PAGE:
Not sure who in the publishing house thought this was a good idea, but a children's narrative that talks about how "cool" it is to touch the third rail or throw yourself off a tall building is just asking for trouble. Thanks but no thanks.
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6 of 7 people found the following review helpful By J. Binkerd on October 13, 2013
Format: Kindle Edition
This is a YA novel, and I know some people see that as a stigma, but just because something is aimed at younger readers doesn't mean it isn't worthy of the attention of older ones-just look at The Chronicles Of Narnia, The Hobbit, Artemis Fowl, Percy Jackson, Harry Potter, D.J. MacHale's Pendragon series, or The Hunger Games. Of course, the opposite is also true. Just because something is aimed at younger readers doesn't mean it is worthy of anyone's attention-just look at Twilight or its many clones.

The Baddenfield family (and all of it's branches across the world) has earned a reputation for villainy. From buying Manhattan from the Indians for a handful of trinkets to chopping down the Washingtons' cherry tree and blackmailing young George to take the fall, at the root of every evil deed or disaster the world has known has been a Baddenfield. The one redeeming factor in the history of this ill-fated clan is their tendency to die young, with their deaths reeking of poetic justice. Alexander Baddenfield is the last remaining Baddenfield the world over, orphaned at a young age on a hunting expedition/family reunion that wiped out the entire rest of the clan in a series of poetically just accidents. Alexander is raised by his caretaker, Winterbottom, himself the last in line of a long family who have through the ages tried (and failed) to prevent their Baddenfield masters from meeting their untimely demises. Winterbottom is determined to finally beat the family curse, and so has spent years keeping Alexander away from anything remotely dangerous. Until, that is, Alexander one day has a "Great Idea" and sets out to find a doctor who can transplant the eight extra lives from his cat into Alexander himself.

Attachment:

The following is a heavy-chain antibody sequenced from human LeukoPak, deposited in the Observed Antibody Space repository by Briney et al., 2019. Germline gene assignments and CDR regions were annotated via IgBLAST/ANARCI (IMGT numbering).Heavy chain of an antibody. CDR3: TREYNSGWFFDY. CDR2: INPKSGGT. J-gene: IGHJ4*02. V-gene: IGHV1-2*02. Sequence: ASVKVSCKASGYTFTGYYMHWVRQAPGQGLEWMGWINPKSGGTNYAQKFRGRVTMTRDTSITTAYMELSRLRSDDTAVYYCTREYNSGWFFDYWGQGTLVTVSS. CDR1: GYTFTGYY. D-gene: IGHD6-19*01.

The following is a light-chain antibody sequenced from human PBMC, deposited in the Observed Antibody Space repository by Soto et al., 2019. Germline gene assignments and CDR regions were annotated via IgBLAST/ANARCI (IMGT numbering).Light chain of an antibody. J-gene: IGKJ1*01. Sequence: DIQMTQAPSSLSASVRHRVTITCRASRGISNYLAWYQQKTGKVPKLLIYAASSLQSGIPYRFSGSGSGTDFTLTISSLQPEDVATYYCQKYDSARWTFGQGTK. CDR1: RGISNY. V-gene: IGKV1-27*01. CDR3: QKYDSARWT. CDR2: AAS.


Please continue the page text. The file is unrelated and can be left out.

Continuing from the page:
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By Chloe on May 14, 2014
Format: Hardcover
I read The Nine Lives of Alexander Baddenfield after reading the amazon reviews. This book is a quick, easy read that would appeal to children who do not like to read because it is easy to understand, and the story is unusual. Yes, it is about a young boy who laughs at death, but in no way does this book condone thoughts of suicide or death. As the reader, young or old, you understand clearly the that the character is not someone to idolize and his attitude and outlook on death is not written in a way that persuades the reader that death “is cool.” It does, in fact, do the opposite.
If your child is truly not a fan of scary or gory books or movies, than this may not be them. However, even if you are not the type of parent to read a book before you let your kids read it, there is a very clear, very sincere message at the beginning of the book that warns the reader about its content.
Another review stated that the book had graphic illustrations of the main characters’ death, and this is untrue. The drawings are in black and white and basic; there are no blood and guts, or anything gruesome. I liked the way this book was written, it was easy to follow and quite funny, and although the reading level is easy, there are words that are a little more difficult.
There is a good moral to this story. This book is by far much less scary or gory many other books written for kids around the same age, like Lemony Snicket’s Series of Unfortunate Events, where almost nothing nice happens to the main characters, which are small children. I liked this book. I would recommend it to kids and adults who like odd stories with a little humor. Happy reading!
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By kanester on April 17, 2014
Format: Hardcover Verified Purchase
My eleven year old had this book recommended to him, by a friend, for a school report. He got a kick out of it, and an A on the report - also made a sock puppet of the character.
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More About the Author

John Bemelmans Marciano is the grandson of Ludwig Bemelmans, author of the original Madeline books. He lives in Brooklyn, New York.